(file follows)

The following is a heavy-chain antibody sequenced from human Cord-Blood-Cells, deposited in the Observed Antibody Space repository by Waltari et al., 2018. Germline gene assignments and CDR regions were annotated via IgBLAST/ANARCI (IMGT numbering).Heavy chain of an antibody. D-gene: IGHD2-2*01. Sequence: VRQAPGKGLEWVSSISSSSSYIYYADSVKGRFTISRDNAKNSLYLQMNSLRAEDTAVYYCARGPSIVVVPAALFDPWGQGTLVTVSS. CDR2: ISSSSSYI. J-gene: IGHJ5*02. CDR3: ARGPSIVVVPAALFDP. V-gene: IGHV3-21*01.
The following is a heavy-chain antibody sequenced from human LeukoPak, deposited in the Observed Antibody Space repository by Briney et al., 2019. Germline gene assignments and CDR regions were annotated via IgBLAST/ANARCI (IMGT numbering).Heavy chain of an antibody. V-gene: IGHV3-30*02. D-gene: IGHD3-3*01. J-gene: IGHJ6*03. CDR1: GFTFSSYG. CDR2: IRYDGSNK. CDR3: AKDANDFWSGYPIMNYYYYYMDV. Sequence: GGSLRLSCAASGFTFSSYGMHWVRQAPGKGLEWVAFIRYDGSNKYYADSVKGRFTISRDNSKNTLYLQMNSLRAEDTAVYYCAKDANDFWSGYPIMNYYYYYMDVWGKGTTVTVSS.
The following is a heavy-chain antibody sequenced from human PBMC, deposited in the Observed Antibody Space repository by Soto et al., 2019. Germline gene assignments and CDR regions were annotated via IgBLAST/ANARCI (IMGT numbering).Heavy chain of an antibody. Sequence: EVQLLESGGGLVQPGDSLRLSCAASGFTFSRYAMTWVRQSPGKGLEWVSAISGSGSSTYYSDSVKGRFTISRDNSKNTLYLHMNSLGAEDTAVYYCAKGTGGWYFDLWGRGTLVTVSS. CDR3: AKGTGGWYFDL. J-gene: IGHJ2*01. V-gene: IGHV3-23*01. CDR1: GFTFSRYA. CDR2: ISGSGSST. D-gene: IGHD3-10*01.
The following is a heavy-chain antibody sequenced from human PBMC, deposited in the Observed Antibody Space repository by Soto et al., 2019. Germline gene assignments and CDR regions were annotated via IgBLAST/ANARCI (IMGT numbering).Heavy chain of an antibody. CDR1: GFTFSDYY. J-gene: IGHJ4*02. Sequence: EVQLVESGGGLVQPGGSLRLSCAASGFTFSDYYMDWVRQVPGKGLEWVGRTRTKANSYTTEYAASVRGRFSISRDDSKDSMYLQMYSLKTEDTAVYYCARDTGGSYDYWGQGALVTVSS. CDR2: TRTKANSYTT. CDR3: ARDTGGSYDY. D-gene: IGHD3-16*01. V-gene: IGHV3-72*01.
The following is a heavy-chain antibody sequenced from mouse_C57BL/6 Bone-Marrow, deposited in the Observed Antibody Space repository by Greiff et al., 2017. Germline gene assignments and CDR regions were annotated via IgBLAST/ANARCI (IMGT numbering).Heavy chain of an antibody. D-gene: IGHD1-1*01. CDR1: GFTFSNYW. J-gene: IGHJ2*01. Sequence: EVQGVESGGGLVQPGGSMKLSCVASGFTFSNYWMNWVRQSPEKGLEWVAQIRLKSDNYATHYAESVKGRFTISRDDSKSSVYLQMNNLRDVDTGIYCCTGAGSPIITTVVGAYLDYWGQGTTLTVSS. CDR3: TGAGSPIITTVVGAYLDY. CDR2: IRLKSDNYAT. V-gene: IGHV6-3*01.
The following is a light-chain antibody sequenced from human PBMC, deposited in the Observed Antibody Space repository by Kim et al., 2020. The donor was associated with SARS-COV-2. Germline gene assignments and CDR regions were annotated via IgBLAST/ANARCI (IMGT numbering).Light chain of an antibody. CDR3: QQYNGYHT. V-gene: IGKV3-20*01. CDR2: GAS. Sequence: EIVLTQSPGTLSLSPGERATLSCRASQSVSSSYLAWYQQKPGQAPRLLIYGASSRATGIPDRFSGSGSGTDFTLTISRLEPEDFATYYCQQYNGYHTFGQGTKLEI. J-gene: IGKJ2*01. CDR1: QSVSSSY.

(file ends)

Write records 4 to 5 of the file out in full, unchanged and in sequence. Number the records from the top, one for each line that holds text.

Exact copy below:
The following is a heavy-chain antibody sequenced from human PBMC, deposited in the Observed Antibody Space repository by Soto et al., 2019. Germline gene assignments and CDR regions were annotated via IgBLAST/ANARCI (IMGT numbering).Heavy chain of an antibody. CDR1: GFTFSDYY. J-gene: IGHJ4*02. Sequence: EVQLVESGGGLVQPGGSLRLSCAASGFTFSDYYMDWVRQVPGKGLEWVGRTRTKANSYTTEYAASVRGRFSISRDDSKDSMYLQMYSLKTEDTAVYYCARDTGGSYDYWGQGALVTVSS. CDR2: TRTKANSYTT. CDR3: ARDTGGSYDY. D-gene: IGHD3-16*01. V-gene: IGHV3-72*01.
The following is a heavy-chain antibody sequenced from mouse_C57BL/6 Bone-Marrow, deposited in the Observed Antibody Space repository by Greiff et al., 2017. Germline gene assignments and CDR regions were annotated via IgBLAST/ANARCI (IMGT numbering).Heavy chain of an antibody. D-gene: IGHD1-1*01. CDR1: GFTFSNYW. J-gene: IGHJ2*01. Sequence: EVQGVESGGGLVQPGGSMKLSCVASGFTFSNYWMNWVRQSPEKGLEWVAQIRLKSDNYATHYAESVKGRFTISRDDSKSSVYLQMNNLRDVDTGIYCCTGAGSPIITTVVGAYLDYWGQGTTLTVSS. CDR3: TGAGSPIITTVVGAYLDY. CDR2: IRLKSDNYAT. V-gene: IGHV6-3*01.